SS Stella: The Doomed Ship by Paul Darroch

This article first appeared in Our Island in August 2019. It was a story that I considered for inclusion in my new book Jersey: Secrets of the Sea, but eventually wrote as a side-project.

March 30, 1899

The Casquets, near Alderney

March proved deathly icy, a month of buds freezing on the branches, in a year without a Spring. In America, freak snowstorms smothered the South, with snowball fights on the steps of the Florida statehouse. Britain’s fate was less exotic, with rain-drenched gloom and vicious frosts that strangled the first daffodils.

Yet the Easter holidays were coming. Colonel George Dixon, of Surrey, longed for the succour of milder climes, and booked a family holiday. A Channel Islands break was always an alluring prospect; to step from the train at Southampton and stroll to the quay was sheer ease. That March morning, two hundred passengers stepped on board the magnificent SS Stella, and its state-of-the-art electric lighting glinted invitingly in the morning light.

It was the first cruise of the holiday season. Captain Reeks knew that the SS Ibex, his bitter rival, would be hard on his heels. The last ship to arrive in the islands would be forced to wait its turn to dock at St Helier. The race was on. In this battle of wills, Stella was a name to conjure with; her powerful triple-expansion engines and a racing speed of 18 knots gave her a powerful advantage.

At 11.20am on Maundy Thursday, the Stella slipped out of port. The sun was glittering on the waves; it was shaping up to be a smooth crossing. The hours slid by. Captain Reeks knew the Casquet rocks lay on his course, but heaven knew they were paper tigers these days, defanged by a great foghorn that roared three great blasts with clockwork precision. And this afternoon, as the Stella suddenly pierced a cotton wool mountain of sea-mist, he heard no such warning.

The Channel weather had turned on a penny. A veil of freezing fog descended, white and cold. The chill insinuated every cloak, and the wind whipped every shawl. Colonel Dixon, on deck, thought he heard a faint sound, from afar, but it was hard to discern when the wind made every ear sing. Instead he turned to an officer. “It is unfortunate, this fog coming on”. “Yes, it has spoiled a good run”, the sailor replied. An elderly passenger muttered that he had never seen such speed in these conditions before. SS Stella plunged heedlessly on into the fog.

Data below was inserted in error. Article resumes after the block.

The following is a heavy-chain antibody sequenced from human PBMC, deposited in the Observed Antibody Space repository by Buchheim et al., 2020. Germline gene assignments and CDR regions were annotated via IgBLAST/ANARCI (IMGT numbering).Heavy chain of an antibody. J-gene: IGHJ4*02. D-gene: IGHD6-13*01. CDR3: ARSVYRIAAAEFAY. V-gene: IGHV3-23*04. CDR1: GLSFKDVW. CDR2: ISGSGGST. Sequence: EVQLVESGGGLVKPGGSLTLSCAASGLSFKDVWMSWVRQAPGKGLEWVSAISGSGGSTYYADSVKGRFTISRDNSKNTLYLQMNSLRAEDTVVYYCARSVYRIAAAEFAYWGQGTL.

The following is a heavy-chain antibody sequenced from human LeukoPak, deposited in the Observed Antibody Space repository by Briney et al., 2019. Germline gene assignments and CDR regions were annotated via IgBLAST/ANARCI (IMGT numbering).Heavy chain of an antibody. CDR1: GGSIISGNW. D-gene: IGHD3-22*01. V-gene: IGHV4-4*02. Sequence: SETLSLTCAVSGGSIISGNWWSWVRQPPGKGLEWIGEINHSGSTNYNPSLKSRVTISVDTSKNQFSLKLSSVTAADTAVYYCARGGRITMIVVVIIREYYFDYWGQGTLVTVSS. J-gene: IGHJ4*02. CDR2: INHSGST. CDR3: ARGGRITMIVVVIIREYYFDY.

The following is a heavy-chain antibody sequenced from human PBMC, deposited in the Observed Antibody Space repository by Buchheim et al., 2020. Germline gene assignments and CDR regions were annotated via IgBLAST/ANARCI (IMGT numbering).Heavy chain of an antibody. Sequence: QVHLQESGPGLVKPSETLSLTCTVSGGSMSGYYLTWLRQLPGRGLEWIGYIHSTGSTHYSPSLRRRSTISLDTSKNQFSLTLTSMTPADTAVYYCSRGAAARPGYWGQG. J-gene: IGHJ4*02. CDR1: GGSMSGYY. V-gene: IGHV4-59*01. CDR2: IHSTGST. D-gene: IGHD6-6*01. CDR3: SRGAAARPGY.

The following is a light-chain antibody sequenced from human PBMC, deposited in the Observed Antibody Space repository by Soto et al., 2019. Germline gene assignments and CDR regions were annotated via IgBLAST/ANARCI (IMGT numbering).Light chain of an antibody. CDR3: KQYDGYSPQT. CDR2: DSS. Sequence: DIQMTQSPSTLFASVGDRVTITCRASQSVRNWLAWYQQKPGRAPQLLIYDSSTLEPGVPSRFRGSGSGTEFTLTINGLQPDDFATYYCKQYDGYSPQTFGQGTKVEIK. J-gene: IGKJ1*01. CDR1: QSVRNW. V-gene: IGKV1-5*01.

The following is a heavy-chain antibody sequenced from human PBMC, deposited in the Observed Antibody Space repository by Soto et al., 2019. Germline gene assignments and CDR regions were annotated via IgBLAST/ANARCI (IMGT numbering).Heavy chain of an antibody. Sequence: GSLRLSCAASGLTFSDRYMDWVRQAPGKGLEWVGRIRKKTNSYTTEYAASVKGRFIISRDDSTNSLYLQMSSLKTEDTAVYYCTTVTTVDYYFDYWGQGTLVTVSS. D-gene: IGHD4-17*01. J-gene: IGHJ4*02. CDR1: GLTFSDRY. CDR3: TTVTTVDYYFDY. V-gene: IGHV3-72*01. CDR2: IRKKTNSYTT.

Visibility dropped like a stone. The crockery in the first-class lounge was shaking, vibrating with the extreme speed. Dark-liveried servants secured it in place, and then the urgent clattering eased. And there was just the eerie silence again, of water parting at the rate of knots, of the white haze all around, and the icy breath of the sea.

The clock struck four, and the world ended. The angels announced this with three trumpet blasts that physically shook the ship, and left the sailors clutching their ears. The din was coming from directly above; SS Stella was at the very foot of the foghorn. Colonel Dixon gasped, but the reflex of his military training swiftly asserted itself and he appraised the situation. A vicious rock, taller than the ship itself, loomed just yards ahead of them.

The ship screeched into full speed astern, lurching violently, felling the legs of men like trees. Then the body of the ship was ripped open like the belly of a hare. Colonel Dixon felt the ship slice away beneath him, as a granite ridge amputated the hull. He whispered an urgent prayer.


SS Stella would be granted no languorous, gradual slide into the oblivion; no bands would play on deck as gentlemen exchanged farewells over choice brandy. The razor reefs of the Channel Islands inflicted a swifter death; within seven minutes of impact, the ship would be swallowed by the freezing sea.

The crew, with commendable precision, started to lower the lifeboats. Their discipline was astonishing, for the deck was already the angle of a sloping roof.  Mary Ann Rogers, the chief stewardess, saw most of the women and children to safety in a boat. She sacrificed her own lifejacket for a young girl. Some urged her to jump to safety; but the lifeboat lay low in the water and was clearly overladen; she would not risk the lives of her passengers. She waved a cheery “Good-bye” and continued to do her duty.

Colonel Dixon, meanwhile, scrambled with his wife and children into the starboard lifeboat. Four boats were safely down; a fifth set to launch. The deck was bucking high now, reaching a tipping point. Then the waters surged in, and the boilers exploded. A series of terrifying thuds ensued, with a ferocious hiss of steam and a stinging mist that covered everything. In the chaos, the fifth lifeboat capsized during launch, spewing women and children into the icy maw of the sea.

The ship was almost vertical now, readying for its fatal dive. A young mother and her two sons floundered on the deck. The youngest was clutching his cherished football. In her last desperate moments, she tied him to his football for buoyancy, just before the ship started the final plunge.